Right to information complicated by constitutional right to privacy of some mothers

Woulfe warned Zappone referendum needed for unrestricted access to birth information

Framed baby dolls  pictured at a shrine in Tuam, Co Galway,  erected in memory of children buried at the site of the former home for unmarried mothers run by nuns. Photograph: Paul Fait/Getty Images

Framed baby dolls pictured at a shrine in Tuam, Co Galway, erected in memory of children buried at the site of the former home for unmarried mothers run by nuns. Photograph: Paul Fait/Getty Images


Establishing the right of adopted people to information about their birth mothers is complicated by the constitutional right to privacy for those mothers who do not want their identities disclosed.

The previous minister for children, Katherine Zappone, was reportedly told by then attorney general Seamus Woulfe, that a referendum would be needed if unrestricted access to birth information was to be given to adopted children.

However, others argue that legislation could be drafted that would secure a person’s right to their birth certificate, without having to change the Constitution.

The conflicting rights problem was considered in a 1998 ruling of the Supreme Court called IOT v B and the Rotunda Girl’s Aid Society, and MH v Rev GD and the society.

The court ruled that neither of two constitutional rights – the right to know about your origins and the right to privacy – were absolute and that each might be constrained by the weight of the other, as well as the weight of the common good.

The Commission of Investigation into Mother and Baby Homes said the ruling sets out how access to adoption records might be dependent on factors such as the circumstances of the birth mother’s loss of custody of the child, the current circumstances of the birth mother, the potential impact of disclosure, the mother’s wishes, the circumstances of the adopted person and the opinion of the adoptive parents.

Acute stress

Despite having heard indirectly from social workers about the acute stress created for some mothers by the idea of their identities being disclosed to their adopted children, the commission came down in favour of adopted people’s access to information.

“Adopted people should have a right to their birth certificates and associated birth information. A person’s right to his or her identity is an important human right and should only be denied in very exceptional circumstances,” it said.

The Government and Minister for Children Roderic O’Gorman are working on a new law to facilitate this.

“If, as seems likely, a referendum is required to allow for the necessary legislation, then one should be held,” the commission said.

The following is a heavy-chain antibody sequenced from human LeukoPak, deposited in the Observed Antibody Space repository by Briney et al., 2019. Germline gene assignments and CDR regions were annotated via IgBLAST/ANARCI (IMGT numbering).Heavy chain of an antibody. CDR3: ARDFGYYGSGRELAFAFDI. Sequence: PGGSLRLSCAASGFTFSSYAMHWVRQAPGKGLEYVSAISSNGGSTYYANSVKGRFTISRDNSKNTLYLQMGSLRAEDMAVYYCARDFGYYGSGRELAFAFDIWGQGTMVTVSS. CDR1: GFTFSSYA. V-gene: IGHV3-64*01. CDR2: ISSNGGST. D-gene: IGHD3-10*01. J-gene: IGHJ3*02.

In its chapter on human rights, the commission outlined the views of some birth mothers who had spoken to social workers of their “terror” at the prospect of a proposed change to the law.

‘A terrible dark place’

A letter from one woman, quoted in the report, says in part: “I was promised no contact would be made. I am in a terrible dark place with no way out. This is putting me over the edge and I pray every day that it is all a nightmare and maybe Jesus will get me out of it. Please help me, I am desperate now. I was promised there would be no contact. I have nowhere to turn but to kill myself. ”

The social workers did not argue that adopted people should not have access to their birth certificates, but rather that the mothers be given time and support as part of a structured process.

The women whose rights had been so poorly respected in Ireland during the 20th century, should not have that situation continued by way of 21st century law, they argued.

If, in a context where support has been provided, a woman was still of the view that her privacy rights are being seriously eroded, then an in-camera hearing could be held at Circuit Court level, with legal aid provide to all parties affected, the commission said.

Birth information

The issue of an adopted person’s right to birth information applies generally, and not just to children born in institutions.

Also, because most adoptions since the 1980s have been open adoptions, the number of mothers affected grows smaller with each passing year.

The commission noted that many adopted people think there is considerably more information in the institutional archives that exist, than is actually the case.

It recommended that accessing the information in these records by way of the national archives law, the Freedom of Information Act and the data protection law, be better facilitated.